Your explanation and description saying that they were not tested in the way they are intended to function is actually incorrect and shows a misunderstanding of force application and testing in general. Even if intended application is in loop configuration, there is still a stamped rating for direct pull, which in ladder lock configuration, failed 2kN below the stamped rating in our test, on a new, undamaged buckle. All a direct pull does (compared to a loop config pull) is reduce the amount of force required to break the system by about half, and is a better way to test if you can isolate the weakest point of the system. Testing a manufactured harness or belt with the buckles incorporated would be conducted completely differently, including using a torso manikin and should be done product design specific.
And I do apologize if this is getting into the minutia, but to be accurate in your descriptions, as you are presenting a critical argument on a technical subject, it is not “Kn”, it is “kN” and is not “lbs” but “lbf”. Your buckles are marked 9kN Direct and 18kN Indirect (you mixed that up in your comment above, an honest error).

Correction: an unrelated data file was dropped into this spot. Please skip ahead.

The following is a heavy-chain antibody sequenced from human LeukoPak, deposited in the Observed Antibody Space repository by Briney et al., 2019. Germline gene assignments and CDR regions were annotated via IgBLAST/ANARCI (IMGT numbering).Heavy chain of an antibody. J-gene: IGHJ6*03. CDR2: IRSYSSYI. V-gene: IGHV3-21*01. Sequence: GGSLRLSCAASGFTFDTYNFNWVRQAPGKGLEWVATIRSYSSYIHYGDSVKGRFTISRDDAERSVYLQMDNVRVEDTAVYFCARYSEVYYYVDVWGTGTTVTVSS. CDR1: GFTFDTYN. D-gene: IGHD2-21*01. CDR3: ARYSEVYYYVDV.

I couldn’t find anywhere in your posted test results, a ladder lock configuration pull test, so I’ll be interested in your new test result if you conduct and post them. My question for you though, is will you actually post them if the results are consistent with our test result? Probably not as that would be product suicide, so it will be interesting to see how this plays out. Personally, it doesn’t matter to me if you do the testing in direct or loop, as long as the buckle is in ladder lock mode, which is configuration of function. I can discern the difference. And quite honestly, at this point, there are other factors explained in the article that from our perspective, make any additional testing irrelevant as we’ve come to our conclusion as to the best buckle for our requirements for reasons other than strength.
I also haven’t seen any independent data published anywhere by DoD, Oakley or others, so if you’re able to make that available, I think a lot of people would be interested in that as well. Independent data is the best kind.